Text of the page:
An endowment is not a general fund, Mr. Harvey. It is money to set aside for investment, so that interest can be used to offset a shortfall. A not-for-profit should plan on spending no more than 5% of its endowment to cover shortfalls annually, because 5% is a realistic annual return on investment. For the last 15 years the average annual return (interest and gains) on the League investments has been less than 5%. To pay for a $3 million annual budget deficit, an endowment with a 5% average return needs to be at a minimum size of $60 million. Is there no accountability? What about financial planning and budgeting? We are always told that the goal is to keep tuition low, but instead of relying on the endowment to cover major operating deficits, what about relying more on fundraising (also called development), fiscal prudence, and simply creating a sound business plan that balances the budget?
After last year's sale, this board designated at least $30.6 million of the League's endowment (or 37% of the current $82 million, which would leave a balance of $51.4 million) for a building expansion. But normally in a not-for-profit situation, the funding for large building projects isn't paid for by selling assets or depleting that which ensures the institution's future. Instead, there's a campaign to raise funds from donors. The presidents of the colleges of the City University have thirty percent of their annual performance review based on development -- the amount of money they raise. Ira Goldberg has said publicly at League meeting "We are not good at fundraising." Isn't this a significant part of his job?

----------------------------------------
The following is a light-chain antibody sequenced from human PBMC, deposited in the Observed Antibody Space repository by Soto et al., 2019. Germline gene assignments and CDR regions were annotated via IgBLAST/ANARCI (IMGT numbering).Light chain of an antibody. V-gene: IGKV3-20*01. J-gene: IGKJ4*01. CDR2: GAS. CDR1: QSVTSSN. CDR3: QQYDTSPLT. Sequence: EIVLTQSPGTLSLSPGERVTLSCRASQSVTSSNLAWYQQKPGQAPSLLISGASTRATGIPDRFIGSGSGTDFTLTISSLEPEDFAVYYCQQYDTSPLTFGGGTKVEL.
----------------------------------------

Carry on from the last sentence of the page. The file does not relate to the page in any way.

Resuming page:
The League for the last four years has only raised about $700,000 each year from donors and estate bequests, down significantly from the past. Average annual contributions for the past 15 years is about $1 million. Contributions remain mediocre, and operating expenses continue to outpace contributions. Our current leadership chooses to sell assets instead of increasing philanthropic contributions. This is not a sustainable business model. There is not much left to sell aside from our 57th Street building, and the art collection. And to those who think giving up our great, centrally-located landmarked building is a way to go, that we can just move the League elsewhere, I say, there is no cheap real estate to be found, not even in the outer boroughs.
At a meeting in 2014, Victoria Hibbs told the membership that we should not worry about the size of the endowment which was then about $49 million because the League's endowment was so much bigger than the endowment of the Metropolitan Opera, which she said was only $3 million. By her logic the League was in great shape.